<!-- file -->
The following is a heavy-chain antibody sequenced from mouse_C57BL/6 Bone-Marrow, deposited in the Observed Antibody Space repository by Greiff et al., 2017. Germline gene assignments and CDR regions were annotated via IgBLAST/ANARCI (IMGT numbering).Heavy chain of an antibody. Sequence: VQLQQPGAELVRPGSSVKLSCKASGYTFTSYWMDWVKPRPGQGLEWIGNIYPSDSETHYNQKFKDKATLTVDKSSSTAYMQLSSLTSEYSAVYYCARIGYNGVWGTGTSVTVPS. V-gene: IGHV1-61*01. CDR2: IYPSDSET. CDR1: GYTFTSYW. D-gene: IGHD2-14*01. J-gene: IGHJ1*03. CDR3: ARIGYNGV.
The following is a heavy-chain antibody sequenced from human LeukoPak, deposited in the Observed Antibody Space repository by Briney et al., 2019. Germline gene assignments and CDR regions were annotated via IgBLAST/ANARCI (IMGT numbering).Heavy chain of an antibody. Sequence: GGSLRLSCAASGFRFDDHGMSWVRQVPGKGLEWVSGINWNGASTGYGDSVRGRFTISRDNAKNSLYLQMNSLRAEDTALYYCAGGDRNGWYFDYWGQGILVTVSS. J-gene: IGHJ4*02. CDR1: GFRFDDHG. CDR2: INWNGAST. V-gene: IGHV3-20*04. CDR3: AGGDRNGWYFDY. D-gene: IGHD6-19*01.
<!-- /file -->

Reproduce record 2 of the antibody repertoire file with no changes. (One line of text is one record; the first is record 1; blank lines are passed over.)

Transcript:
The following is a heavy-chain antibody sequenced from human LeukoPak, deposited in the Observed Antibody Space repository by Briney et al., 2019. Germline gene assignments and CDR regions were annotated via IgBLAST/ANARCI (IMGT numbering).Heavy chain of an antibody. Sequence: GGSLRLSCAASGFRFDDHGMSWVRQVPGKGLEWVSGINWNGASTGYGDSVRGRFTISRDNAKNSLYLQMNSLRAEDTALYYCAGGDRNGWYFDYWGQGILVTVSS. J-gene: IGHJ4*02. CDR1: GFRFDDHG. CDR2: INWNGAST. V-gene: IGHV3-20*04. CDR3: AGGDRNGWYFDY. D-gene: IGHD6-19*01.